Access the full content: Banco Original wants to double the number of clients by the end of 2019
1. Brazil is ready to reduce the bureaucracy of its omnichannel operations
To guarantee a better experience buying online, one among many challenges that permeate the world of e-commerce, is the bureaucracy concerning omnichannel regulations.
In general terms, the concept—coined as omnichannel—poses that players in e-commerce may reach consumers via a variety of channels, not just by delivering at home. Collection points, online stores, applications, marketplaces; the idea is to turn the purchasing experience more flexible and adjusted to the habits and lifestyle of the consumer.
Considered a future trend of retail by many experts, here in Brazil, companies that operate omnichannel sales need to navigate some difficulties in taxation and logistics. But the good news is that such a scenario is about to change—through the ratification of the Law Project (PL) 148/2019, known as the “PL of omnichannel”.
In an interview with LABS, the director of the Omnichannel Committee for ABComm, Guilherme Martins, explains that the project aims at solving the two principal barriers for omnichannel in Brazil: the fiscal complexity of creating collection and withdrawal points, and the possibility of an integrated reverse logistics.
LABS+1: Bacurau—a Brazilian film by Kleber Mendonça was awarded at Cannes Festival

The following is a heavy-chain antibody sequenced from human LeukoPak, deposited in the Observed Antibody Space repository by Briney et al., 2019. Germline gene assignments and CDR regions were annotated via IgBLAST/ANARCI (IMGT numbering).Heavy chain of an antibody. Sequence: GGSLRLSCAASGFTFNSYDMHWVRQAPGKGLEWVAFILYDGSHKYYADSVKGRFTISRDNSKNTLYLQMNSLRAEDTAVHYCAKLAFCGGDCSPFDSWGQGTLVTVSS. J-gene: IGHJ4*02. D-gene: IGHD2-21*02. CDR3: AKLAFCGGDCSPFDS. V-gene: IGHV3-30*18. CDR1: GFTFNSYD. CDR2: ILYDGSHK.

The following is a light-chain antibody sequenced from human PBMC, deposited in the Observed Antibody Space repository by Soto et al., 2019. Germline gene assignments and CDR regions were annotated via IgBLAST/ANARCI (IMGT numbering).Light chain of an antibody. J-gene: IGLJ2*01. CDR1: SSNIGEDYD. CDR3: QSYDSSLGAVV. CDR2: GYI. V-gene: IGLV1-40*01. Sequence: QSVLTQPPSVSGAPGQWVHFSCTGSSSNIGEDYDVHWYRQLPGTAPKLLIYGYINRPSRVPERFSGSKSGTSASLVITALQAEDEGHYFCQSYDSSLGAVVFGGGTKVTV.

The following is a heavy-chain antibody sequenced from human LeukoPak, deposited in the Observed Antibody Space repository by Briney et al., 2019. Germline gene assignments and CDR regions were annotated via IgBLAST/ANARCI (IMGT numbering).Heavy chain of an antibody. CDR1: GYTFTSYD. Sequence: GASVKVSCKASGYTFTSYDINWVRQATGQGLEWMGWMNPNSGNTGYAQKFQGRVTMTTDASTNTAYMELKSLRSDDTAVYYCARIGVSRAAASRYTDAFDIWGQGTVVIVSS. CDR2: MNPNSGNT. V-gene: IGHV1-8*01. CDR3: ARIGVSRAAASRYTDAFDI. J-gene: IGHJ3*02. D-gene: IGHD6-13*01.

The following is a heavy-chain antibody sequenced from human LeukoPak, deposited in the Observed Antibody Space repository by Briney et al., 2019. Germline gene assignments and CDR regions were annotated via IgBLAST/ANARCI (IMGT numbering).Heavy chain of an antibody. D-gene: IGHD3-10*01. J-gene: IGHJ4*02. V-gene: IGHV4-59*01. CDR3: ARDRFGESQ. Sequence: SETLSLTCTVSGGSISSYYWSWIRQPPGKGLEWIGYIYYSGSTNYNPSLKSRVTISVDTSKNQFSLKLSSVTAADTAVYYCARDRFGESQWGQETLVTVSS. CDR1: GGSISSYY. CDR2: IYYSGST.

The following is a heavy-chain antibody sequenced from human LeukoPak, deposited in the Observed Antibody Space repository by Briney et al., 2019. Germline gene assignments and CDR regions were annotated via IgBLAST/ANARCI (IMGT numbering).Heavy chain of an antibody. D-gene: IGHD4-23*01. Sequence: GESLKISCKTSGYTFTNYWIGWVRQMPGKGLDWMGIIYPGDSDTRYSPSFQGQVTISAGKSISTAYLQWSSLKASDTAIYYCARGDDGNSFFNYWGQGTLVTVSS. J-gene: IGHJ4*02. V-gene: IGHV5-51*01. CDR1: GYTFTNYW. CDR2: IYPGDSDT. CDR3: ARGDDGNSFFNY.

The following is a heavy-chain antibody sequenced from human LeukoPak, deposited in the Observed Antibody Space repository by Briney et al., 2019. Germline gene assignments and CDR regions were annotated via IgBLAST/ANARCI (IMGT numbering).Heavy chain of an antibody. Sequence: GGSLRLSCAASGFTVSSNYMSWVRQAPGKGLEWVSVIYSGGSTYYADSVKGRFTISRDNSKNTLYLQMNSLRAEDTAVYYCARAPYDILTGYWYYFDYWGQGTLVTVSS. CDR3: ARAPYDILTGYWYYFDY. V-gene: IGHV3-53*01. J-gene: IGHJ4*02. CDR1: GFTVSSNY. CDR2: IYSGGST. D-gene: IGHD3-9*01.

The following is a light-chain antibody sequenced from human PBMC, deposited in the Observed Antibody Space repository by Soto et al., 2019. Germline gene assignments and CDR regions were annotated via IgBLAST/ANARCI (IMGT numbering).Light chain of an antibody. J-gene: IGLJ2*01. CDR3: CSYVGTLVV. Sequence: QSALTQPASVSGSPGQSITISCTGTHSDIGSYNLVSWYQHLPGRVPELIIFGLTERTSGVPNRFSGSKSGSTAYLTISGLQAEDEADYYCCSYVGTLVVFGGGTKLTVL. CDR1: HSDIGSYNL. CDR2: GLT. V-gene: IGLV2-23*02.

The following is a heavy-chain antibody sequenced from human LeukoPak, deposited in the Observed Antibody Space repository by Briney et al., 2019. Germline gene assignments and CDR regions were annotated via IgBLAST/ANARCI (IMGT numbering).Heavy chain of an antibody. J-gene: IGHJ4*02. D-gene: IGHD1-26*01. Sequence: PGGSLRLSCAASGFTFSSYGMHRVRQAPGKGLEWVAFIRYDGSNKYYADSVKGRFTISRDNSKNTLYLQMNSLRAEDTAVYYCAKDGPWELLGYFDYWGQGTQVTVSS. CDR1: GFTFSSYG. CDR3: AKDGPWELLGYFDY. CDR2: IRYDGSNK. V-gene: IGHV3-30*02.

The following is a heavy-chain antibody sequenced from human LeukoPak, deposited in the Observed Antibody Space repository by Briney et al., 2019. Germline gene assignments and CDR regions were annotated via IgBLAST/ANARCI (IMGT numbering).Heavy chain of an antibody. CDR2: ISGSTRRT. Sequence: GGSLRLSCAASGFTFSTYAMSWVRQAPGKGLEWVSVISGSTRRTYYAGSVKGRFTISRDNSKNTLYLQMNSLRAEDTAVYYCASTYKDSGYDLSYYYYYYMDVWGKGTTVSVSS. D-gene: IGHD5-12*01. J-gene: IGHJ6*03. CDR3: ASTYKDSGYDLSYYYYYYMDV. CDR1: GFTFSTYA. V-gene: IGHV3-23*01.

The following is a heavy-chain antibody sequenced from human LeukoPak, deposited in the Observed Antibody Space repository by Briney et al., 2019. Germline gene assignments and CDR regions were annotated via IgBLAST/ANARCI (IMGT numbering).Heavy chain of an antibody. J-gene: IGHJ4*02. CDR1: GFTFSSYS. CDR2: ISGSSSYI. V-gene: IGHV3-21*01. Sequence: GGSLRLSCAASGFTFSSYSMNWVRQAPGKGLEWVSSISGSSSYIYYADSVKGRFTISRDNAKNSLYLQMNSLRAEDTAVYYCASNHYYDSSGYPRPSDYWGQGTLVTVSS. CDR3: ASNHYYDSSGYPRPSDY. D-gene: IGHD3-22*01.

With an ascending international prestige, Brazilian cinema has just launched a great film: Bacurau is, since yesterday (29th), playing in local cinemas.
The film takes place in the near future at a community in the Brazilian backlands that is suddenly surprised by a series of strange and scary events that shake the local residents. According to some critics, the director of the film is proposing an allegory of Brazil nowadays.
Awarded with the Jury Prize in Cannes, Bacurau competed against big distinguished and international names, such as Terrence Malick and Pedro Almodovar; and without a doubt, it is a film that illustrates the idiosyncrasies of a contemporary Brazil a bit complex–and controversial.
Directed by: Juliano Dornelles and Kleber Mendonça Filho
Debuts : August 29 2019 ( Brazil )
Duration: 131 minutes
Not recommended for children below 16 years of age